[Editor’s Note: We’re hosting a robust conversation about the future of Fair Park here on CandysDirt.com ahead of the 8:30 a.m., Aug. 4 City of Dallas Park Board meeting that could help decide the iconic landmark’s fate.]
UPDATE: We have the entire agenda, including the unabridged version of the Walt Humann proposal for managing Fair Park, embedded at the end of this piece.
If you care about the fate of Fair Park, you may want to show up to the Park Board meeting this Thursday. Or at least read the 20-year, $12 million management contract that the Park Board will be voting on.
Monday night’s panel discussion on Fair Park and the potential Park Board vote on Walt Humann’s management contract filled the Hall of State (around 300 attendees.) Despite Mayor Mike Rawlings’ last-minute press conference Monday afternoon to “make sure everybody knows the exact truth of what’s happened,” that everyone’s behind this approach (a private firm managing Fair Park), that the Park Board has been talking to Walt for two years, and “now it’s time to vote.” It was all too dismissive of the community meeting scheduled for later in the day.
The community meeting was organized in less than 1 week, in response to the July 21st Park Board special work session meeting where board members walked out (see about minute 31 of the meeting) in objection to the truncated meeting agenda which limited a thorough discussion on the proposed management contract. They are expected to vote on the management contract at the upcoming meeting at 8:30 a.m. Thursday, Aug. 4, which would then set it up for a city council vote. To enact the management contract for the next fiscal year, the agreement would need to be passed through council before next year’s budget is approved in September. These boards meet once a month, and the council meets twice a month with time required to put items on the agendas … you see the rush.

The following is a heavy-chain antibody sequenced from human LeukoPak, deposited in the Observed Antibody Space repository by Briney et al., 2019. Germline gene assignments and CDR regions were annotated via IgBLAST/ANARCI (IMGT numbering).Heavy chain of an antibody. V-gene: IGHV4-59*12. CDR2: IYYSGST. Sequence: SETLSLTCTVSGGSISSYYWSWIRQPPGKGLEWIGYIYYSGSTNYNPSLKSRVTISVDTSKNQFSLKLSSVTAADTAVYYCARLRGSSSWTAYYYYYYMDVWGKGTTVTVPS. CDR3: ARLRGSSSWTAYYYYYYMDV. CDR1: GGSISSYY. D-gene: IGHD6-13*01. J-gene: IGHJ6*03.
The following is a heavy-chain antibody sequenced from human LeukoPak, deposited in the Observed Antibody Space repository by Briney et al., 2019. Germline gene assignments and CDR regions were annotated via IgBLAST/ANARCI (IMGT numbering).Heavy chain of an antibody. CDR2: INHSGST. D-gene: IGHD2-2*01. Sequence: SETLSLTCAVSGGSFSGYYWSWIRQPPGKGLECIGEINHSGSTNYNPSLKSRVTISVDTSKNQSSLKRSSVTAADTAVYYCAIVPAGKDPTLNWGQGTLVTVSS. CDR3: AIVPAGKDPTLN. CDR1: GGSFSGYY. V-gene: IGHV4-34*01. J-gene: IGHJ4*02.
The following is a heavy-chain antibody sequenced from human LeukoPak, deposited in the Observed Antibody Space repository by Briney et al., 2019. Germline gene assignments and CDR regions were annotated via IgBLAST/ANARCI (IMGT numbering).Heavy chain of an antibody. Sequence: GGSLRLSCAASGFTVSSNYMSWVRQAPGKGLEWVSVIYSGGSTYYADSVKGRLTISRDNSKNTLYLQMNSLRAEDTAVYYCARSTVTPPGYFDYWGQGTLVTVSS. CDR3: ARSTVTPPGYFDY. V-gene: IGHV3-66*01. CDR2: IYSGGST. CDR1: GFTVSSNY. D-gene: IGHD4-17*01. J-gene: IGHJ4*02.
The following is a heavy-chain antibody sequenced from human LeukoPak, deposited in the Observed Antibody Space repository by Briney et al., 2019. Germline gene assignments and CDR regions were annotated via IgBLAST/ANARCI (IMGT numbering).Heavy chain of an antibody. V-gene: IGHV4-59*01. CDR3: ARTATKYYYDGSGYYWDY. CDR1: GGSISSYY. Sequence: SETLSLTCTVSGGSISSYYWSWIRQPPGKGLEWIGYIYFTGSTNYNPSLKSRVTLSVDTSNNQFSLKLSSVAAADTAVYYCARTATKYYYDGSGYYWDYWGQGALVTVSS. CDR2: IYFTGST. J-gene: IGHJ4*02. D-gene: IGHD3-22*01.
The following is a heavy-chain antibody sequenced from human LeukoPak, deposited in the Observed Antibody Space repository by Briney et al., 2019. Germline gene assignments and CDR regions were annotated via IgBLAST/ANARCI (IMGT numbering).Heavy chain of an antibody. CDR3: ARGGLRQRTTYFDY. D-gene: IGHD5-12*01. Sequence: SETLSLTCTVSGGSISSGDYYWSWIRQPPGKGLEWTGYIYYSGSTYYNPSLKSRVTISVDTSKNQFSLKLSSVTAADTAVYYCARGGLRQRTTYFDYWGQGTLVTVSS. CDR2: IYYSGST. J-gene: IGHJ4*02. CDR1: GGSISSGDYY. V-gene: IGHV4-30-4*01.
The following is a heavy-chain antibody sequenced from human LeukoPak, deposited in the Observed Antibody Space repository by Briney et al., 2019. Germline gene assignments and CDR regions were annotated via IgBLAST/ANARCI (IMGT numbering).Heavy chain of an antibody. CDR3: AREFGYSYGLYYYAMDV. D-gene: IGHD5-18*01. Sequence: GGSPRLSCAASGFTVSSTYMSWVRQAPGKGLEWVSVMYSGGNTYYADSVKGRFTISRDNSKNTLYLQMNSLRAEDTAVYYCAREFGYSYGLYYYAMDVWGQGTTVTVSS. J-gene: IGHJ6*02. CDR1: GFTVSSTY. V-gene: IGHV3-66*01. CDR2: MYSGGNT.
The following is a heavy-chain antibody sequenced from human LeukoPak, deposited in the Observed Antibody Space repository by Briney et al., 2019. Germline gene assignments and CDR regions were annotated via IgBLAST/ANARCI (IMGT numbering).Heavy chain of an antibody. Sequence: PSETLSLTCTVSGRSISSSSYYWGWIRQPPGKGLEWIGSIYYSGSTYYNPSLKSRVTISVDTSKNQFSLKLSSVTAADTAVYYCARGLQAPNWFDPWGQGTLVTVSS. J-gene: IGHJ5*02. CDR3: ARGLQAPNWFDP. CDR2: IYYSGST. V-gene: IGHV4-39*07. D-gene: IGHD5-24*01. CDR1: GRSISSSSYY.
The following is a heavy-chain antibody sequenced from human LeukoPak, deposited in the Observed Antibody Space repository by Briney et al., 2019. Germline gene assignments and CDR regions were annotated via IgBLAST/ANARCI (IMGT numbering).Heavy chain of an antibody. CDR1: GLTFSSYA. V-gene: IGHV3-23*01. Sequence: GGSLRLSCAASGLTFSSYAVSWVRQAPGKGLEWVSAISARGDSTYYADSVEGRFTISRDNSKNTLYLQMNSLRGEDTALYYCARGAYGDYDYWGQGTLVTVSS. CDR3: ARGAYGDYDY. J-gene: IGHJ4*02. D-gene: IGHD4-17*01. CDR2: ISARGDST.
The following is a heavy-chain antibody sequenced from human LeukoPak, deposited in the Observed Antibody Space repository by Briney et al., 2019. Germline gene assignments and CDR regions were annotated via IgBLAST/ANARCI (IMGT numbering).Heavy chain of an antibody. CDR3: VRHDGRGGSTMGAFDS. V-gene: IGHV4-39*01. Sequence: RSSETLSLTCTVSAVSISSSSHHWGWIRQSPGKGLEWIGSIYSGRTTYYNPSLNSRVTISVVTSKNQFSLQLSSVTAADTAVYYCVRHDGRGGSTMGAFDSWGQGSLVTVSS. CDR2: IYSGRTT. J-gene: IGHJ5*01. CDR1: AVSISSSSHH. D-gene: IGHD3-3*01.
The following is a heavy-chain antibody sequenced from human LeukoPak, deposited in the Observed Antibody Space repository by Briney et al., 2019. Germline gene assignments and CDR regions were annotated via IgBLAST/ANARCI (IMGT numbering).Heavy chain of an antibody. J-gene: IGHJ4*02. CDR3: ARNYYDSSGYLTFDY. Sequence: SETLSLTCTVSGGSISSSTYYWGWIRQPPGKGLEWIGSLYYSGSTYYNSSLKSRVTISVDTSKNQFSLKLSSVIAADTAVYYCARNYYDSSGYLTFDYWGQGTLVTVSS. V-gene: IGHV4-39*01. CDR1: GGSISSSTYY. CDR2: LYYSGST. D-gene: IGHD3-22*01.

Monday night’s community meeting was the tip of an iceberg of things we should be talking about regarding Fair Park. The biggest conclusion was it’s too soon to vote on a decision this big and this complex without carefully considering the details. Or without going through the usual procurement process the city uses for every other major expenditure like this. Or without doing a global search for expert park managers who would run the proposed Fair Park Texas Foundation, along with experts on Dallas and the South Dallas community of course. Interestingly, Humann mentioned at the Mayor’s afternoon press conference that the foundation would in fact be conducting a search for the best qualified CEO. Humann has volunteered to fill that position for free, for up to 3 years until someone can be hired.
There were lots of similar questions about important details at the community meeting. It seemed few attendees had actually read the final proposed contract. The June 21st Proposed DRAFT Management Agreement with Fair Park Texas Foundation and the Fair Park Texas Foundation Bylaws had many more questionable holes that it apparently has now. Seems appropriate to allocate more time to consider the final plan closely before needing to approve it.